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5 Quick Points on Coding Practices

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5 Quick Points on Coding Practices

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A quick, high-level look at coding practices and coding with performance in mind. It's kept really short so that we don't lose focus on the overall picture. The problem we want to avoid is focusing too much on a particular aspect, while leaving gaping holes in others. So, here is the short list  (in no particular order):

Code readability

Code should be readable to understand what is going on in that method.

  1. Use nice and meaningful names for classes, methods, variables
  2. Especially, local variables should have useful names
  3. Use of popular generic names like i, j, result are welcome even though they are not meaningful

Code accessibility

People should be able to guess which class will have “XYZ reusable component”

  1. Putting everything in single class makes code very accessible - but that’s not the right way. Avoid generic names like CommonUtil, CommonServices.
  2. Split the code into multiple files... but use appropriate name so that they can be found

Code complexity

Code complexity should match domain complexity. Code-mess is avoidable whereas an appropriate level of complexity for the domain is not avoidable. For example, for complex domains like Banking or CRM, code cannot be all that simple.  Trying to oversimplify things and making misguided efforts to "keep things simple" is a big risk... your architecture should be designed for the eventual full-release. Don't plan to scale up architecture in "phase-2".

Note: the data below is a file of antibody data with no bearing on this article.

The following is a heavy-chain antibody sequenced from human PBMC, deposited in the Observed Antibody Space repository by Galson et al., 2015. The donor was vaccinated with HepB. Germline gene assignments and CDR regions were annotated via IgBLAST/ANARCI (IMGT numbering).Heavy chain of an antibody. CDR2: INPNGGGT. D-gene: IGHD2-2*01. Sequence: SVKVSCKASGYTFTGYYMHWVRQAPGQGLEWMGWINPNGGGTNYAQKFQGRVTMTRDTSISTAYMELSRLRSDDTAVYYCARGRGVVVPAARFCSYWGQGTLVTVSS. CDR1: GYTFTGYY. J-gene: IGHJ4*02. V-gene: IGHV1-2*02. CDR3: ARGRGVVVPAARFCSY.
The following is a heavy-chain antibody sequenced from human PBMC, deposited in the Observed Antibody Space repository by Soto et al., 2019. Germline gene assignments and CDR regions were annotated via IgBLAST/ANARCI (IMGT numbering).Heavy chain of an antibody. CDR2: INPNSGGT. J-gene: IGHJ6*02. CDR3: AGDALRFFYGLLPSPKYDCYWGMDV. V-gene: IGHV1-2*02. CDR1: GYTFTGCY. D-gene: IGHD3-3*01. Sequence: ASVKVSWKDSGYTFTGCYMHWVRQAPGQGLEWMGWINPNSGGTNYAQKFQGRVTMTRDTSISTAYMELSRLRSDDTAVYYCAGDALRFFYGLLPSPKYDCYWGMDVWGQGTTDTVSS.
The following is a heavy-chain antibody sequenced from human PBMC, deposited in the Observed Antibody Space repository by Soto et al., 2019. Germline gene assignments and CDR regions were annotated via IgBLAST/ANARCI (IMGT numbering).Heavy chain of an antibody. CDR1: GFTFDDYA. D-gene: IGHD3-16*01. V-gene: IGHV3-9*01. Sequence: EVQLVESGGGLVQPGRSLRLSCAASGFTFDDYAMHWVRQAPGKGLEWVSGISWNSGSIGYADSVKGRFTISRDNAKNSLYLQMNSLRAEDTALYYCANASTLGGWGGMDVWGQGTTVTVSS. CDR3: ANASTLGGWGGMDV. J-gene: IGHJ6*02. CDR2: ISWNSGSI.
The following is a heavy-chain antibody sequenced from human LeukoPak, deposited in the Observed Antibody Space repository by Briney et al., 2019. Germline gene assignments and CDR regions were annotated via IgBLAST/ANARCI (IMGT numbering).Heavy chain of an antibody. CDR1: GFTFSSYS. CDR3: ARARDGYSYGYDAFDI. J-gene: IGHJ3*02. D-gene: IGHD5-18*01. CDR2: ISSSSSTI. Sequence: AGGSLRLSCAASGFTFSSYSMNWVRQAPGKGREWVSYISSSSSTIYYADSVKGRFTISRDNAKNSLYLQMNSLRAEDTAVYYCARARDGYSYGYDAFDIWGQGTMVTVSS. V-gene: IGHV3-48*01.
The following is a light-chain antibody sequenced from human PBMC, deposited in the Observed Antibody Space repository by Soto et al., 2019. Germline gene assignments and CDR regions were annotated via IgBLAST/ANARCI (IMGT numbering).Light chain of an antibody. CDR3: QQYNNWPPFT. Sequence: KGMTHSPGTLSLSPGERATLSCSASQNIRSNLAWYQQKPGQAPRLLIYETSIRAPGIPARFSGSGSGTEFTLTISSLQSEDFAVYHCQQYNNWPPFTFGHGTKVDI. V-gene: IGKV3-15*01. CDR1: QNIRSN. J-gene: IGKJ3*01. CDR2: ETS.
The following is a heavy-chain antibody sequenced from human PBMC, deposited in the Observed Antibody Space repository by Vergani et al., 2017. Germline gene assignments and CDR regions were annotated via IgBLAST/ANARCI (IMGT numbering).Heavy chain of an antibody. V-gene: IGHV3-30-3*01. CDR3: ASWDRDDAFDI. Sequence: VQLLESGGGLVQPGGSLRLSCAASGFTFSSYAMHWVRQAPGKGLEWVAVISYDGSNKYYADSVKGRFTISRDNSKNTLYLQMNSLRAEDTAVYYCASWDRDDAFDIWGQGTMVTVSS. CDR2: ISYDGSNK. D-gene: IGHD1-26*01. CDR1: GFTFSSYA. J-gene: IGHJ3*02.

DRY coding – “Don't Repeat Yourself”

Repeated operations should be in method/utility class

  1. If you Copy-paste code more than 5 times, move it to its own method/utility class


Prioritize which parts to optimize  

  1. Don’t do this: “I will optimize what I usually optimize regardless of which project”
  2. Categorize performance issues and optimize for the most critical items first
  3. Don’t over optimize. Code readability and Thread safety are much more important than performance

It's been a short discussion, and there are only a handful of points to take away. But, if you take away only two things from this they should be:

  • Code-mess is avoidable whereas an appropriate level of complexity for the domain is not avoidable.
  • Categorise performance issues and optimize for the critical items first

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